Page:A Few Hours in a Far Off Age.djvu/4

From Wikisource
Jump to: navigation, search
This page has been validated.


A FEW HOURS IN A FAR-OFF AGE.


CHAPTER I.

"The new claim of woman to a political status is itself an honourable testimony to the civilization which has given her a civil status new in history. Now that by the increased humanity of law she controls her property, she inevitably takes the next step to her share in power."

Progress of Culture, RALPH WALDO EMERSON. 

"The truth is in the air, and the most impressionable brain will announce it first, but all will announce it a few minutes later. So woman, as most impressionable is the best index of the coming hour."

Conduct of Life, RALPH WALDO EMERSON.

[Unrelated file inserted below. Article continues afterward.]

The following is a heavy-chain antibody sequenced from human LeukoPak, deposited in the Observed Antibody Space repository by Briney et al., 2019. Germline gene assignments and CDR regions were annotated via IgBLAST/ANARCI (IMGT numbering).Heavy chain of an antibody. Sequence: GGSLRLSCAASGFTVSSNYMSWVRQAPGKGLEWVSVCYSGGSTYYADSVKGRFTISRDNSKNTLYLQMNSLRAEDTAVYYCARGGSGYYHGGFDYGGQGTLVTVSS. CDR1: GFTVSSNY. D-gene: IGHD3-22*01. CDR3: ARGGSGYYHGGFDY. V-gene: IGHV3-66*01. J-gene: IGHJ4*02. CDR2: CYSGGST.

I STAND in the doorway of an immense building, which appears to be devoted to the display of antiquities. Many people are entering, although the morning is young. A magnificent scene is before me.

At last I see a city in which are combined grandeur, cleanliness, order and picturesque loveliness. Between this one and those of the nineteenth century exists a difference as great, if not greater, than between the latter and the loathsome lairs of our cannibal progenitors reeking with refuse of human remains. My mind power has so widened that I know more than can be here told.

The buildings are truly grand works of art. All stand on noble columns of great size and strength. I cannot recog-